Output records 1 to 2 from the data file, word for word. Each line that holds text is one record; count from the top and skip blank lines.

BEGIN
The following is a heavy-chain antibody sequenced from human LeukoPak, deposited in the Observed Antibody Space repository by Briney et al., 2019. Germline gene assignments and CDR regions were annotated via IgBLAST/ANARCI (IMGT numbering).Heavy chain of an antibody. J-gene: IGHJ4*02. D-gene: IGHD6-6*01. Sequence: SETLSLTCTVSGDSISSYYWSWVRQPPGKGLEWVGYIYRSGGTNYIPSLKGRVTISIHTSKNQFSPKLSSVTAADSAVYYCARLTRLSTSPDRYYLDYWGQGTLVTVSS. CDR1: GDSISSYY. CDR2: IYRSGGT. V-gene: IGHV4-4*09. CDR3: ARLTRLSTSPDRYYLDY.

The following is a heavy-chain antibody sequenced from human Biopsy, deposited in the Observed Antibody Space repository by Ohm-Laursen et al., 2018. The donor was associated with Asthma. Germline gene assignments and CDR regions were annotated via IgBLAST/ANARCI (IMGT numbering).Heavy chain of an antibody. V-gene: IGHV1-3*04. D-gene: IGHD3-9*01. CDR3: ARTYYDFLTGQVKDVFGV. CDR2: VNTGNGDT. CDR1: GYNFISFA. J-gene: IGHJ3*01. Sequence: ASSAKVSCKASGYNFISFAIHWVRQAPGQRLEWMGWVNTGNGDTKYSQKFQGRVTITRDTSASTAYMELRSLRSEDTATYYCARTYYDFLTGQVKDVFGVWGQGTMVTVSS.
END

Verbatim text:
The following is a heavy-chain antibody sequenced from human LeukoPak, deposited in the Observed Antibody Space repository by Briney et al., 2019. Germline gene assignments and CDR regions were annotated via IgBLAST/ANARCI (IMGT numbering).Heavy chain of an antibody. J-gene: IGHJ4*02. D-gene: IGHD6-6*01. Sequence: SETLSLTCTVSGDSISSYYWSWVRQPPGKGLEWVGYIYRSGGTNYIPSLKGRVTISIHTSKNQFSPKLSSVTAADSAVYYCARLTRLSTSPDRYYLDYWGQGTLVTVSS. CDR1: GDSISSYY. CDR2: IYRSGGT. V-gene: IGHV4-4*09. CDR3: ARLTRLSTSPDRYYLDY.

The following is a heavy-chain antibody sequenced from human Biopsy, deposited in the Observed Antibody Space repository by Ohm-Laursen et al., 2018. The donor was associated with Asthma. Germline gene assignments and CDR regions were annotated via IgBLAST/ANARCI (IMGT numbering).Heavy chain of an antibody. V-gene: IGHV1-3*04. D-gene: IGHD3-9*01. CDR3: ARTYYDFLTGQVKDVFGV. CDR2: VNTGNGDT. CDR1: GYNFISFA. J-gene: IGHJ3*01. Sequence: ASSAKVSCKASGYNFISFAIHWVRQAPGQRLEWMGWVNTGNGDTKYSQKFQGRVTITRDTSASTAYMELRSLRSEDTATYYCARTYYDFLTGQVKDVFGVWGQGTMVTVSS.